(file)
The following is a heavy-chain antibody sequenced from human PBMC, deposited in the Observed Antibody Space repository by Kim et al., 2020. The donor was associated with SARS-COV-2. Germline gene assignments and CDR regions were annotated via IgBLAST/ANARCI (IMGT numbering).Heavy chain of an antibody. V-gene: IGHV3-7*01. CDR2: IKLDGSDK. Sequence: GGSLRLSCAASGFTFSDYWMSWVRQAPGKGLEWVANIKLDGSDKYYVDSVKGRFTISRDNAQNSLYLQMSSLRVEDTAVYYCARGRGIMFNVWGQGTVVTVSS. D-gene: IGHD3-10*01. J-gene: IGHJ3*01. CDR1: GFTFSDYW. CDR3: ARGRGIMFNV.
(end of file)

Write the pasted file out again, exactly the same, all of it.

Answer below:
The following is a heavy-chain antibody sequenced from human PBMC, deposited in the Observed Antibody Space repository by Kim et al., 2020. The donor was associated with SARS-COV-2. Germline gene assignments and CDR regions were annotated via IgBLAST/ANARCI (IMGT numbering).Heavy chain of an antibody. V-gene: IGHV3-7*01. CDR2: IKLDGSDK. Sequence: GGSLRLSCAASGFTFSDYWMSWVRQAPGKGLEWVANIKLDGSDKYYVDSVKGRFTISRDNAQNSLYLQMSSLRVEDTAVYYCARGRGIMFNVWGQGTVVTVSS. D-gene: IGHD3-10*01. J-gene: IGHJ3*01. CDR1: GFTFSDYW. CDR3: ARGRGIMFNV.